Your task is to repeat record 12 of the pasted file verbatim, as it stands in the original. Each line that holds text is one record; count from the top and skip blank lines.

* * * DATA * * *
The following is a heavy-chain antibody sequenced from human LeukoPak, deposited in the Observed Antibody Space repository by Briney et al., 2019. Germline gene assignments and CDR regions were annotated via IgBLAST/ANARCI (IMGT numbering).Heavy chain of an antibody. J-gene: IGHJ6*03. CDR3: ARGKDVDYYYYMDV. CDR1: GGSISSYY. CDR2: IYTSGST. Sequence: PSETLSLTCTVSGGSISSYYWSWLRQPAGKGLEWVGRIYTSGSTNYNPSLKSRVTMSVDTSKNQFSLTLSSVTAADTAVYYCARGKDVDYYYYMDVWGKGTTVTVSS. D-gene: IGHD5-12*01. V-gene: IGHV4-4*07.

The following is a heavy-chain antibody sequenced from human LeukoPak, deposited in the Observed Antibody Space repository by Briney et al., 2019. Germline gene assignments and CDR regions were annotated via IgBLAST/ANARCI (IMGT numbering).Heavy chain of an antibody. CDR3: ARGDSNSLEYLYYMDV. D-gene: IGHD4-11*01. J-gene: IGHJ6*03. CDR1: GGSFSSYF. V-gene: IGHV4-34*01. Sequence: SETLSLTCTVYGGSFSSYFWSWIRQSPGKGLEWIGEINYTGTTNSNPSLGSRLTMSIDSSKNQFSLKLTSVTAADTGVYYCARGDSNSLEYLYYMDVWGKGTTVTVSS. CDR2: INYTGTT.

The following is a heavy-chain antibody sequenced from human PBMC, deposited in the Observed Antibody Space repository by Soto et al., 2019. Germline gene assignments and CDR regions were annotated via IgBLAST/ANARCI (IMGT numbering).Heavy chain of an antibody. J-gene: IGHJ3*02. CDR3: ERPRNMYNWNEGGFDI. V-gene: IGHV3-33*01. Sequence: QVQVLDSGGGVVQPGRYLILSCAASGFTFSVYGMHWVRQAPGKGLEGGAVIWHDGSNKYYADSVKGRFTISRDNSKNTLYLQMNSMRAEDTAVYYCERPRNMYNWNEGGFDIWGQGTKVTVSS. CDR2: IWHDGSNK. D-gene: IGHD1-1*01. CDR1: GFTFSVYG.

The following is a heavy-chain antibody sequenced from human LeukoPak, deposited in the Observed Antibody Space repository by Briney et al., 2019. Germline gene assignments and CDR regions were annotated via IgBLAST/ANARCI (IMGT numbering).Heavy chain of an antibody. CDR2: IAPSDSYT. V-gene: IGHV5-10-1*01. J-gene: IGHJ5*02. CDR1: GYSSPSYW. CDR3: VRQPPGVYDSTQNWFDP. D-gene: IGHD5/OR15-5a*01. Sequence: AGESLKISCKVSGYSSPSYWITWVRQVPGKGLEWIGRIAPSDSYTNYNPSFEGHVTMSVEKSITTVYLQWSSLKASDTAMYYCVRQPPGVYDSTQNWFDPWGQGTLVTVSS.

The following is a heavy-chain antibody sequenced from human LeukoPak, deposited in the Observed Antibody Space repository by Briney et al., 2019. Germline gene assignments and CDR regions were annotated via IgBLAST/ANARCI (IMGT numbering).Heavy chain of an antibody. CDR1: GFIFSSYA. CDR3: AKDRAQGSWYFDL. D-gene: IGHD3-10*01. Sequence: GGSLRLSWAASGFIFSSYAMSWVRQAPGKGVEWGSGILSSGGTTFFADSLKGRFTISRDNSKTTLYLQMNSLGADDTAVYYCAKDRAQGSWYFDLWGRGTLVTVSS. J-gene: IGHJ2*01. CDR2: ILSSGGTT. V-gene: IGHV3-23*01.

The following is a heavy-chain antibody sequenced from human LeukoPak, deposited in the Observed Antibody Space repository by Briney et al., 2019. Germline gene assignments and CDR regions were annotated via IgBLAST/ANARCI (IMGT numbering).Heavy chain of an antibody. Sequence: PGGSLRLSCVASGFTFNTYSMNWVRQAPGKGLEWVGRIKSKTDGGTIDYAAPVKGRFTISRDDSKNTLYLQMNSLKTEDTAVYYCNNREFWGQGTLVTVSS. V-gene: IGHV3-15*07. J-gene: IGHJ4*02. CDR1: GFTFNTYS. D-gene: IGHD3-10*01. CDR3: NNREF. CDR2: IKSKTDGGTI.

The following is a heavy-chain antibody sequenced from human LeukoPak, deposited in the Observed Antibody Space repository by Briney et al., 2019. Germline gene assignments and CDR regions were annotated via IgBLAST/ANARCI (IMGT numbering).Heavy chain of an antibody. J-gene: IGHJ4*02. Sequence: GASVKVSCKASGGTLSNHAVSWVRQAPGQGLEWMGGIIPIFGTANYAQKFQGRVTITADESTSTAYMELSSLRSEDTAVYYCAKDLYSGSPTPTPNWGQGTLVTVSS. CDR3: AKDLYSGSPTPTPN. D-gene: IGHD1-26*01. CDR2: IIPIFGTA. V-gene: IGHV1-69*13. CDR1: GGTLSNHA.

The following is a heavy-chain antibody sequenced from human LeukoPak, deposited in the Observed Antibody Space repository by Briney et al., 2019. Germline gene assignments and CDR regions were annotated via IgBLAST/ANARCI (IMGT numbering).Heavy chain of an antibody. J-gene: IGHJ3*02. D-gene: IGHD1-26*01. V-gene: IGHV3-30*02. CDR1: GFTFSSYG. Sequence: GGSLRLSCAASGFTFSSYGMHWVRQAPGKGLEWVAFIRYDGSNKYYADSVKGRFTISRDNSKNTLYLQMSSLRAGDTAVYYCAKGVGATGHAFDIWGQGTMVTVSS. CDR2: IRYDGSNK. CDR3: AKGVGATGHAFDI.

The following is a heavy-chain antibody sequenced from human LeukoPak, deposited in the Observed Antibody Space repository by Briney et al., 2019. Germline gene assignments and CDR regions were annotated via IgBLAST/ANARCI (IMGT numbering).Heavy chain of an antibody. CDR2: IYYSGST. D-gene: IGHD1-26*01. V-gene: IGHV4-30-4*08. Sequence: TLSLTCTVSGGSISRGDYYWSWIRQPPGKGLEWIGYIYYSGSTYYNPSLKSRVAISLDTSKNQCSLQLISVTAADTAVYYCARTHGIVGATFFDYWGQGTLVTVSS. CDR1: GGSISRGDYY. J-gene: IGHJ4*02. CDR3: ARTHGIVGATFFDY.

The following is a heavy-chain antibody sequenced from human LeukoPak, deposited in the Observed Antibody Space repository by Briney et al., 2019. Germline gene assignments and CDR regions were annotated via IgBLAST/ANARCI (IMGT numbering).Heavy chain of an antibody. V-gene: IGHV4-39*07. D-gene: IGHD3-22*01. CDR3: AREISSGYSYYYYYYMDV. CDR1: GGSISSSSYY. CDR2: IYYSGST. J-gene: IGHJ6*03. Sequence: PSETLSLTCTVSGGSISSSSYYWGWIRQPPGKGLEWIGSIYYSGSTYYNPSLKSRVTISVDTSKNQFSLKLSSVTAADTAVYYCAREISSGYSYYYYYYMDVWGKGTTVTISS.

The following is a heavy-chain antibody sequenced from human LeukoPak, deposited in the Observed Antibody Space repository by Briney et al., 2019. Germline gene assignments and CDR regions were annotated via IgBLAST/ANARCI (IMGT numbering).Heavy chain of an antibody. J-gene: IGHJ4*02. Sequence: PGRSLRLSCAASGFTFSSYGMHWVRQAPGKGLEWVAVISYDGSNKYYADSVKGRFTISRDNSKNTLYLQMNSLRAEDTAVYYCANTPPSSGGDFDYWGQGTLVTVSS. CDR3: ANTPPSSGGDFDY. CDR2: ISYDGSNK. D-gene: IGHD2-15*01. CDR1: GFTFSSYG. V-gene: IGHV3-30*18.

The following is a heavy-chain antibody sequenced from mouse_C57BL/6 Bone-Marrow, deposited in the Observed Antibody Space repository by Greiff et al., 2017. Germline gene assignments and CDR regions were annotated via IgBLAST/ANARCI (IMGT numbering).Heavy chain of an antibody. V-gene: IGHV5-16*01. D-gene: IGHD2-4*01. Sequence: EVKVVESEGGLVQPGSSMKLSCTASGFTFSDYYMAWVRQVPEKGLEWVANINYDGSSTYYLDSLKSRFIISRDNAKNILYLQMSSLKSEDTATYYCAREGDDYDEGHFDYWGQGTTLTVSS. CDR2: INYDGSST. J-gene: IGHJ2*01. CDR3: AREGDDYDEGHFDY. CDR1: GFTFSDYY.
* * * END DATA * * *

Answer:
The following is a heavy-chain antibody sequenced from mouse_C57BL/6 Bone-Marrow, deposited in the Observed Antibody Space repository by Greiff et al., 2017. Germline gene assignments and CDR regions were annotated via IgBLAST/ANARCI (IMGT numbering).Heavy chain of an antibody. V-gene: IGHV5-16*01. D-gene: IGHD2-4*01. Sequence: EVKVVESEGGLVQPGSSMKLSCTASGFTFSDYYMAWVRQVPEKGLEWVANINYDGSSTYYLDSLKSRFIISRDNAKNILYLQMSSLKSEDTATYYCAREGDDYDEGHFDYWGQGTTLTVSS. CDR2: INYDGSST. J-gene: IGHJ2*01. CDR3: AREGDDYDEGHFDY. CDR1: GFTFSDYY.